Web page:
Class structure has to do with social class, NOT with money. Within a conservative society, “new money” men may be regarded with suspicion, especially if those who have earned money have done so by any unethical manipulations of the market: such behavior is not gentlemanly. Being a gentleman is itself more than just behavior: it pertains to an actual place in a set social code. But gentlemanly identity is safeguarded by a certain propriety that is considered the responsibility of the gentleman, and which is dominated by the virtue of magnanimity.

He (yes, he) also has a responsibility to care for anyone under him in the hierarchical structure. The idea of separation of “citizen” from “government” – or of not depending on the government for assistance – simply is not an issue in a conservative society.

The idea of an unregulated market does not exist in the conservative creed, because conservative regimes emphasize the need to check human behavior, including market behavior, by means of rules of order, based in moral law, and codes of correct behavior. The medieval guilds, for instance, were strenuously regulated.

Conservatism values nature, though not in the same way contemporary environmentalists do. The man who wastes resources or despoils a fine field or forest would considered a wastrel, because nature has its place in the tradition. The conservative landowner has a responsibility to, well, conserve.

Conservatism is reluctant to embrace any sudden changes.

Russell Kirk’s “Ten Conservative Principles” are a good resource for understanding conservatism, at least through an American lens. Myself, I prefer to point to the behavior of Mr. Darcy in Pride and Prejudice: a man who upholds tradition, maintains his estates, and cares for those who are beneath him in the class structure. Mr. Darcy is both a private citizen and a part of a network of social governance: there is no strict divide between “the government” and “the individual” in his life. He is a gentleman, and therefore will look only to other gentlemen (regardless of ethnicity or nationality) for equality. His is a patriarchal code, which makes him infuriating to feminists, but also anathema to sexual abusers, aggressors, and pussy-grabbers of any ilk.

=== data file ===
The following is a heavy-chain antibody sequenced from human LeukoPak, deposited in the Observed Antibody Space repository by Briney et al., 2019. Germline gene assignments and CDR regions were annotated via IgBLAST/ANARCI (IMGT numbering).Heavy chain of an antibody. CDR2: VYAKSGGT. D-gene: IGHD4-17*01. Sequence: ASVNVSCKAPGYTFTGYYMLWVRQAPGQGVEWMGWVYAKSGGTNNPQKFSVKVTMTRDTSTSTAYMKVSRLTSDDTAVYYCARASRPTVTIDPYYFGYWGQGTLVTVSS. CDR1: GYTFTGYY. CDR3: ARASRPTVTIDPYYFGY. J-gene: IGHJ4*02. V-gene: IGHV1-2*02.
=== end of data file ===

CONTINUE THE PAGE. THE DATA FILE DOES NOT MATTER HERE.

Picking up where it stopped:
The idea of boot-strapping one’s way to wealth and power – the idea of “any man can be president” – these are not “true conservative” ideas. A true conservative would really prefer a king, and to have a place at court.

Of course, you might also be a neo-conservative, which means your roots are actually with Leon Trotsky (I know, weird, right?). Or you might be a lite fascist. I do hope not: that’s not a nice thing to be.

So, are you a conservative? If so, I tip my hat to you (imagine me a sort of George Sand, riding by on horseback, as gentlemanly a lady as one might imagine). You are a rare bird, indeed, and probably not at home in the current political milieu. I hope you have some old port laid down, so that you can take refuge in your paneled library and drink to the point of hilarity, because as a true conservative, you are going to need all the hilarity you can get, to deal with the outrages of this vulgar, upstart regime that shares none of your principles. “O tempora, o mores,” you may say, and sip, and sip again. “What DO they teach them, in these schools?”